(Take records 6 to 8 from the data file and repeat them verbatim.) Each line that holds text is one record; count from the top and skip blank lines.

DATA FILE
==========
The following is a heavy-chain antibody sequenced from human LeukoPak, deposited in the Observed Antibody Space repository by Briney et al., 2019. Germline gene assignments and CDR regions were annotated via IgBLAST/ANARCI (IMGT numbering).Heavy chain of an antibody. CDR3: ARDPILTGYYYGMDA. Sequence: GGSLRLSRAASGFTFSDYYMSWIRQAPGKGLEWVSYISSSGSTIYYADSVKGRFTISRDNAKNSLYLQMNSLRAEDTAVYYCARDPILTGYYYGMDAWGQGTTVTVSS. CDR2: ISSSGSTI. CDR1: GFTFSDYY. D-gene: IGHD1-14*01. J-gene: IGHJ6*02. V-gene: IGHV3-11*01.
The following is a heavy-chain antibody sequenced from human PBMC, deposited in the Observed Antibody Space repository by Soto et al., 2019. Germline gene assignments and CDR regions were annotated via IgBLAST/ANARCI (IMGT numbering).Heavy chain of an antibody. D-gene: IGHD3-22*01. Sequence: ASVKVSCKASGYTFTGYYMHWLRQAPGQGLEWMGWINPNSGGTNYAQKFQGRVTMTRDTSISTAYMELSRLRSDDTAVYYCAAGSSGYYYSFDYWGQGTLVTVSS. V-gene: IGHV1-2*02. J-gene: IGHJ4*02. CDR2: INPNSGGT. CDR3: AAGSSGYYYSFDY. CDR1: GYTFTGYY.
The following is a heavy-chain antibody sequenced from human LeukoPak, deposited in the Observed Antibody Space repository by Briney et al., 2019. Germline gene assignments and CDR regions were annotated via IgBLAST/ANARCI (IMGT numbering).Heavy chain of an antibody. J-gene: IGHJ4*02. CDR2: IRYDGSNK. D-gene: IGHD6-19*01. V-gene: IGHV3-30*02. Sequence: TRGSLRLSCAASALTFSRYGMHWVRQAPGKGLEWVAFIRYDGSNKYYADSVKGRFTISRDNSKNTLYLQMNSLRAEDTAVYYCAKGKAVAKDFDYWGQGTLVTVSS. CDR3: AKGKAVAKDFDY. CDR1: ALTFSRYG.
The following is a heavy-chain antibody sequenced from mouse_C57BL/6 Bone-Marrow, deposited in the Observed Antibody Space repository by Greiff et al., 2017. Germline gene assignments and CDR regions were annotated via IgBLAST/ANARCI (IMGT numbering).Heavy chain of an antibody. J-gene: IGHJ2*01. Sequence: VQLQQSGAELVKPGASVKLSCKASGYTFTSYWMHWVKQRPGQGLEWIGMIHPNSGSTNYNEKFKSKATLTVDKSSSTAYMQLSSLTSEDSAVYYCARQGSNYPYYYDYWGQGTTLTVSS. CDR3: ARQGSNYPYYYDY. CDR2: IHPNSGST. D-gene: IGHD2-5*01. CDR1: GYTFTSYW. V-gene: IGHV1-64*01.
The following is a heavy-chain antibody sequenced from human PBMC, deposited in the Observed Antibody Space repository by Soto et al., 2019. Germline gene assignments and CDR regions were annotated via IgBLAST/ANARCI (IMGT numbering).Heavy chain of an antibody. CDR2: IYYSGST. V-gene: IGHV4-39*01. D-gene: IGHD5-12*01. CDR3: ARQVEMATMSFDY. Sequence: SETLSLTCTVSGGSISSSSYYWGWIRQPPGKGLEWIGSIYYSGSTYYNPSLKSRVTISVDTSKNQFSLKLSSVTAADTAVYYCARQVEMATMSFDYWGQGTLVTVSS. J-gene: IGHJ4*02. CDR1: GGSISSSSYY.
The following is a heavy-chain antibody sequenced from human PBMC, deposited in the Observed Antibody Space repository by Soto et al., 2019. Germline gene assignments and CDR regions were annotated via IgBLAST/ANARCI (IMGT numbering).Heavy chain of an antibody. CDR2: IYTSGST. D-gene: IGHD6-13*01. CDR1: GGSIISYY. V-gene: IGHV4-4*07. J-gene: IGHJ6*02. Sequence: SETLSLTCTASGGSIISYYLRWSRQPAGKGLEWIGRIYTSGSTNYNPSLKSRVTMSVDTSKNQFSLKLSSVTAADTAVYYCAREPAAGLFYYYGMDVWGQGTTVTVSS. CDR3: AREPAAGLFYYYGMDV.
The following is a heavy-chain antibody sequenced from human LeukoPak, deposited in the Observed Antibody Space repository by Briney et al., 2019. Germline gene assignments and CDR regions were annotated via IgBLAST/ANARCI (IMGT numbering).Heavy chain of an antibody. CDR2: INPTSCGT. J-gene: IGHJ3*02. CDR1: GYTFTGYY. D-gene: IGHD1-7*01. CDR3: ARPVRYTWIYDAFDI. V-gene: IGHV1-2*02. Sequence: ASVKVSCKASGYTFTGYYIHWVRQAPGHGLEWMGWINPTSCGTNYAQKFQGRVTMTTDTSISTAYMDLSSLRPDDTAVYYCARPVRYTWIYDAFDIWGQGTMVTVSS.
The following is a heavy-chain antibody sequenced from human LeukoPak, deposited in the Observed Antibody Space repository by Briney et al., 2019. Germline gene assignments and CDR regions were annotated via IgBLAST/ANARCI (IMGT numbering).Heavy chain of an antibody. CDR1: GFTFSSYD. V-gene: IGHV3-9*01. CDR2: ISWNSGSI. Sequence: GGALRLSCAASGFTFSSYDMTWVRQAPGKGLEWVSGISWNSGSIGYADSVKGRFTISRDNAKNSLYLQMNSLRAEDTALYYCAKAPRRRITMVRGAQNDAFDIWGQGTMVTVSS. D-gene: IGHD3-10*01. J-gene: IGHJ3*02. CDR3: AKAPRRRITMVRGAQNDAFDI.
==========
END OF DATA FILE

The following is a heavy-chain antibody sequenced from human PBMC, deposited in the Observed Antibody Space repository by Soto et al., 2019. Germline gene assignments and CDR regions were annotated via IgBLAST/ANARCI (IMGT numbering).Heavy chain of an antibody. CDR2: IYTSGST. D-gene: IGHD6-13*01. CDR1: GGSIISYY. V-gene: IGHV4-4*07. J-gene: IGHJ6*02. Sequence: SETLSLTCTASGGSIISYYLRWSRQPAGKGLEWIGRIYTSGSTNYNPSLKSRVTMSVDTSKNQFSLKLSSVTAADTAVYYCAREPAAGLFYYYGMDVWGQGTTVTVSS. CDR3: AREPAAGLFYYYGMDV.
The following is a heavy-chain antibody sequenced from human LeukoPak, deposited in the Observed Antibody Space repository by Briney et al., 2019. Germline gene assignments and CDR regions were annotated via IgBLAST/ANARCI (IMGT numbering).Heavy chain of an antibody. CDR2: INPTSCGT. J-gene: IGHJ3*02. CDR1: GYTFTGYY. D-gene: IGHD1-7*01. CDR3: ARPVRYTWIYDAFDI. V-gene: IGHV1-2*02. Sequence: ASVKVSCKASGYTFTGYYIHWVRQAPGHGLEWMGWINPTSCGTNYAQKFQGRVTMTTDTSISTAYMDLSSLRPDDTAVYYCARPVRYTWIYDAFDIWGQGTMVTVSS.
The following is a heavy-chain antibody sequenced from human LeukoPak, deposited in the Observed Antibody Space repository by Briney et al., 2019. Germline gene assignments and CDR regions were annotated via IgBLAST/ANARCI (IMGT numbering).Heavy chain of an antibody. CDR1: GFTFSSYD. V-gene: IGHV3-9*01. CDR2: ISWNSGSI. Sequence: GGALRLSCAASGFTFSSYDMTWVRQAPGKGLEWVSGISWNSGSIGYADSVKGRFTISRDNAKNSLYLQMNSLRAEDTALYYCAKAPRRRITMVRGAQNDAFDIWGQGTMVTVSS. D-gene: IGHD3-10*01. J-gene: IGHJ3*02. CDR3: AKAPRRRITMVRGAQNDAFDI.